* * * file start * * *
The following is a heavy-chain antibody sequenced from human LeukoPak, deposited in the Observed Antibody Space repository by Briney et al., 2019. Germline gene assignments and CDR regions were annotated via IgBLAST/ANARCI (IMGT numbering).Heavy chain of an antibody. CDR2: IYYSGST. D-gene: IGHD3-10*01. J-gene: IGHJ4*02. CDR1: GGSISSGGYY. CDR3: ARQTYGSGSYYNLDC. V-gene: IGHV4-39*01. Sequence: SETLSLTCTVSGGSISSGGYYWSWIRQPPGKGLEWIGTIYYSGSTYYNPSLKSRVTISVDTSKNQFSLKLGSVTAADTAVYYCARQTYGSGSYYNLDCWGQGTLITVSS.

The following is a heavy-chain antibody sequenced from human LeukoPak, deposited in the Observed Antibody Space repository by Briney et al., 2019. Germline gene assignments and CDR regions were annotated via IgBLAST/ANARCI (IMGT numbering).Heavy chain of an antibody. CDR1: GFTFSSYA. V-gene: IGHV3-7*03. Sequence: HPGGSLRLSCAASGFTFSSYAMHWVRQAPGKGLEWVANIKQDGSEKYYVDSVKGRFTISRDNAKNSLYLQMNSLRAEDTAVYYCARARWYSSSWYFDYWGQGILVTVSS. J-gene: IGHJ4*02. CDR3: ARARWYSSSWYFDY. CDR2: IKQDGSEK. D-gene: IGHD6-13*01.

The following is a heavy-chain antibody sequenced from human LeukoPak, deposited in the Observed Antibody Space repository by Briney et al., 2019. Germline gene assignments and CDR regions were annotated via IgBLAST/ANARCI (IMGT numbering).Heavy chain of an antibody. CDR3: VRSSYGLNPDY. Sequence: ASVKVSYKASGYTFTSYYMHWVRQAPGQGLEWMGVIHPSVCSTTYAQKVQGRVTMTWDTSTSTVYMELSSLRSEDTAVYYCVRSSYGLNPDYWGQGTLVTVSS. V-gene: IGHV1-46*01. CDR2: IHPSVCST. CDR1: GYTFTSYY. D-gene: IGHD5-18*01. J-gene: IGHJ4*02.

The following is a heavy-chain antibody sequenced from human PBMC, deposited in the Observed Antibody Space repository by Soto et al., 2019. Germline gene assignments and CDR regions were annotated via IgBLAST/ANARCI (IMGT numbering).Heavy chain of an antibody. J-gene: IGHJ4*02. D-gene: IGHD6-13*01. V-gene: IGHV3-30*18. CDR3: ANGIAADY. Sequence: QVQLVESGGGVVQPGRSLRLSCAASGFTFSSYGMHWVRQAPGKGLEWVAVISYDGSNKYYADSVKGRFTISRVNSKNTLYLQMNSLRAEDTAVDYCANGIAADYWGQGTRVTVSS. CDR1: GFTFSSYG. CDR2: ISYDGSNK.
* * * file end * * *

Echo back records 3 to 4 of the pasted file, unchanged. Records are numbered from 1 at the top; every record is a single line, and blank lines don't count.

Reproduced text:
The following is a heavy-chain antibody sequenced from human LeukoPak, deposited in the Observed Antibody Space repository by Briney et al., 2019. Germline gene assignments and CDR regions were annotated via IgBLAST/ANARCI (IMGT numbering).Heavy chain of an antibody. CDR3: VRSSYGLNPDY. Sequence: ASVKVSYKASGYTFTSYYMHWVRQAPGQGLEWMGVIHPSVCSTTYAQKVQGRVTMTWDTSTSTVYMELSSLRSEDTAVYYCVRSSYGLNPDYWGQGTLVTVSS. V-gene: IGHV1-46*01. CDR2: IHPSVCST. CDR1: GYTFTSYY. D-gene: IGHD5-18*01. J-gene: IGHJ4*02.

The following is a heavy-chain antibody sequenced from human PBMC, deposited in the Observed Antibody Space repository by Soto et al., 2019. Germline gene assignments and CDR regions were annotated via IgBLAST/ANARCI (IMGT numbering).Heavy chain of an antibody. J-gene: IGHJ4*02. D-gene: IGHD6-13*01. V-gene: IGHV3-30*18. CDR3: ANGIAADY. Sequence: QVQLVESGGGVVQPGRSLRLSCAASGFTFSSYGMHWVRQAPGKGLEWVAVISYDGSNKYYADSVKGRFTISRVNSKNTLYLQMNSLRAEDTAVDYCANGIAADYWGQGTRVTVSS. CDR1: GFTFSSYG. CDR2: ISYDGSNK.